It’s always surprising to see how adding a tiny detail to a specific typeface can immediately conjure up the right connection. For example I’m pretty sure nobody would have second thoughts when seeing a movie title set in all caps Stymie Black. Yet add the little bunny head as a dot on the “i” in Miss March and suddenly the title at the top of the movie poster is unmistakenly recognisable as the logo on a Playboy magazine cover – needless to say that last link is not exactly SFW. I really like the immediate impact this simple and straightforward solution has. The image is standard comedy fare, but that’s all right with me. It is what it is.

Juxtaposing the carefree image of the three brothers playing on the swings with the harsh reality of two brothers at war with the third as a spectator lends the
movie poster
of Brothers at War a wistful, melancholic mood. The top part exudes an innocent joie de vivre which is accentuated by the almost posterised image quality with deep greys and heavy black, turning the three boys into exuberant silhouettes. Maybe I’m looking too much into it, but my interpretation is that the two brothers letting go and jumping off the swings are the two that leave the security of their homes to go to the front, while the third one hangs onto his swing and stays behind.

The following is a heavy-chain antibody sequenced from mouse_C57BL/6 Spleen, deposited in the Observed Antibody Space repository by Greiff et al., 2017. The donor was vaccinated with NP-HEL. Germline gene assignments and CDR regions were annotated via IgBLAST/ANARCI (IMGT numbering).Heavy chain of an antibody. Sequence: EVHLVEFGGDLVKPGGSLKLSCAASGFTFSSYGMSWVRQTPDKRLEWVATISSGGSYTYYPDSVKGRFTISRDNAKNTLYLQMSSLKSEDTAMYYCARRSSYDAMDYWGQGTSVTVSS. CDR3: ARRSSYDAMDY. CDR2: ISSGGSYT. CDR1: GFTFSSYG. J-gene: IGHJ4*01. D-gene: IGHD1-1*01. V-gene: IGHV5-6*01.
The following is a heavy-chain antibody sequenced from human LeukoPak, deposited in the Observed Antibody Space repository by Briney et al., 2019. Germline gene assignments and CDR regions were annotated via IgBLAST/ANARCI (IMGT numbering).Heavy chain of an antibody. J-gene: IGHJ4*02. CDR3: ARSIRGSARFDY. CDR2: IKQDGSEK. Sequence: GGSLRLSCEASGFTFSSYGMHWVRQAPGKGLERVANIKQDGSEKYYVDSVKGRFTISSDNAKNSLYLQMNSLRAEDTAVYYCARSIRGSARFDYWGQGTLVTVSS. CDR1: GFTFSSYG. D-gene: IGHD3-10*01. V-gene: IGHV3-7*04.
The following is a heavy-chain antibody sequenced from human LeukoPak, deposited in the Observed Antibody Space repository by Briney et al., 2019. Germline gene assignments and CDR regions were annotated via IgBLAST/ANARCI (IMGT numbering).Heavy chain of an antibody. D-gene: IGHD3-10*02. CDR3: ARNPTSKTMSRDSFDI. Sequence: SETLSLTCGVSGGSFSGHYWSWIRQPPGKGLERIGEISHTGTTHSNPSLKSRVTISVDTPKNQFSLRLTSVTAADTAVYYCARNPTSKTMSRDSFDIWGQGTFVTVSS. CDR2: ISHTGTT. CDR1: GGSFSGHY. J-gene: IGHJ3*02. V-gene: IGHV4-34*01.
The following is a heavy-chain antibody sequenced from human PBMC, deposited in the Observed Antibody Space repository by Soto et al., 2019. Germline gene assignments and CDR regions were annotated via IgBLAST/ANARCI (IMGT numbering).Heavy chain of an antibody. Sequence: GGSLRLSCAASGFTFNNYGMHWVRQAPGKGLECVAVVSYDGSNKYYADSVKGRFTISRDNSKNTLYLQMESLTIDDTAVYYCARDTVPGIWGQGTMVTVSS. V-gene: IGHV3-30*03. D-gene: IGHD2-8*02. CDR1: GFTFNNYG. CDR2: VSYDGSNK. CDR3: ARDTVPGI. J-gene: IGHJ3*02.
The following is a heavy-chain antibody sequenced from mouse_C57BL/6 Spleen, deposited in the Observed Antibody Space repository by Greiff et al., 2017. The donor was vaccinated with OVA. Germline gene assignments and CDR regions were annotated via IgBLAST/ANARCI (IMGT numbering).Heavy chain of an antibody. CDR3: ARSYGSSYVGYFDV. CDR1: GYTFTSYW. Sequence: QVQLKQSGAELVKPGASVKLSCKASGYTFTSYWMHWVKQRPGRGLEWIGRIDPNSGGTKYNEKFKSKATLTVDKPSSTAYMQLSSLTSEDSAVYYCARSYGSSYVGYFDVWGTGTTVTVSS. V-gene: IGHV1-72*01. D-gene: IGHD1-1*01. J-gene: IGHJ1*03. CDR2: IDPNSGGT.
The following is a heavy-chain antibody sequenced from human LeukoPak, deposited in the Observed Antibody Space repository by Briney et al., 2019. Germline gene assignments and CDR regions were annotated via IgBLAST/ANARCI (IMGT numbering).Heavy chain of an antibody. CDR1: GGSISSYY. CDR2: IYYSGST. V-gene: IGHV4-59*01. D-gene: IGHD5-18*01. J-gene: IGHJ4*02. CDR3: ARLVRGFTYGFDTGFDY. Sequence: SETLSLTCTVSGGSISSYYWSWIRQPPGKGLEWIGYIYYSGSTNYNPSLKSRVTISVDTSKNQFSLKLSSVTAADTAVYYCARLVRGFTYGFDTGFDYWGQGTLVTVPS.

I have a natural aversion to anything that relates to flag waving and patriotic imagery, but just like with the poster for Crossing Over the American flag is very tastefully integrated into the overall image. Unlike the latter poster the typeface is well chosen this time. Alternate Gothic is a true American gothic which is commonly used in the military, both for lettering and in the recruitment campaigns in recent years (together with the ubiquitous ITC Machine, Interstate, Klavika, United, and others).

I have the impression the United Nations finally accepted the “one movie starring Clive Owen per month” quota proposed by Hollywood, similar to the “one movie starring Jude Law per month” quota of two-three years ago. Naw, kidding aside, Duplicity has one classy movie poster. The slanted bands featuring the high-contrast portraits of the two leads are nicely positioned in a sea of white, with tasteful all cap typography and subtle orange accents. The design is clearly contemporary but has a pleasant nostalgic sixties feel about it. Sticking the small type underneath the movie title was an excellent idea.

I’m not so hot for Century Gothic, although I am starting to warm up to it. The fact that its design is slightly rough about the edges makes me prefer it to Futura. The type does seem to slide off the poster a bit though.

I find the movie poster for Sin Nombre both beautiful and striking. The movie title combines a slightly weathered Neue Helvetica 97 Black Condensed with Linotext, set in all caps. The uneven setting and minor spacing problems caused by this unusual pairing lend the title an “authentic” atmosphere that nicely complements the cinéma vérité style image. Having all the text grouped with the movie title in the top half creates an image with two clearly separated focus points; the other one being the group of people sitting on top of the train wagon at the bottom of the poster. The solemn gaze of the woman in front and the barely perceptible sadness in her eyes irrevocable draw the attention of the viewer. Subdued yet powerful stuff.